In the case of a contentious divorce – where the spouses can’t agree on anything – it may be particularly difficult for one spouse to give up the family dog in the name of diplomacy. In these situations, family court judges will face the next-to-impossible task of rendering a fair ruling on the issue: Who gets to keep the family pet in a divorce?

Part of the problem with this question involves the fact that dogs and other pets are not treated like children in a divorce. If the disagreement involved a child, the judge may offer a 50-50 custody split so the child spends half the time with one spouse and half the time with the other spouse. Although pet custody decisions like this may be possible in some states, in the state of Arizona, pets are still considered property and/or assets and they will be divided accordingly. This means that if you get to keep the dog, perhaps your soon-to-be ex will get to keep the much-loved oil painting that use to hang over your fireplace.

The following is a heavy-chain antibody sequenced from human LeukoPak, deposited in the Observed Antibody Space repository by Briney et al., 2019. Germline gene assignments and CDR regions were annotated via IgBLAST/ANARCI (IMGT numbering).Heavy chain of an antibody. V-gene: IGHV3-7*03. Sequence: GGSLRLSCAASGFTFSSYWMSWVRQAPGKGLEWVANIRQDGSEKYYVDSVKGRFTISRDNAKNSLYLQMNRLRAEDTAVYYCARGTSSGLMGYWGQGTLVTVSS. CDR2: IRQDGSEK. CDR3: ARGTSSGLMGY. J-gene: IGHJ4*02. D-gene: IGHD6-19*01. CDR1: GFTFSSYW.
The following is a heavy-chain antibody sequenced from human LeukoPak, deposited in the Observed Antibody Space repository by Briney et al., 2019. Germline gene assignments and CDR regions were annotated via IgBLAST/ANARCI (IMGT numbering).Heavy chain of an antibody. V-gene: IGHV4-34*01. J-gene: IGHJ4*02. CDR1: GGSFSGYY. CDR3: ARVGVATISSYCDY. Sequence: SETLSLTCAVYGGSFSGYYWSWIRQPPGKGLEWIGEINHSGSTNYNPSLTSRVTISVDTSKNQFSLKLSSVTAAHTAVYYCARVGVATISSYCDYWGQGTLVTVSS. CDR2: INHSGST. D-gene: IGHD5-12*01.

Unfortunately, trading a tangible asset like a painting for “man’s best friend” is never going to make the person who gets the painting very happy. For this reason, spouses should try their best to reach a solution about the dog together. Many spouses, for example, set up a sharing plan – kind of like a parenting plan – in which they divide their time with the dog.

If you need to find a positive solution to your dog-sharing dilemma, get creative with your spouse and try to be as diplomatic and conciliatory as possible. It’s common in these scenarios for one spouse to feel passionately that the dog is his or hers only. However, this spouse needs to put him or herself in the other spouse’s shoes and remember that perhaps you both have an undying love for this animal.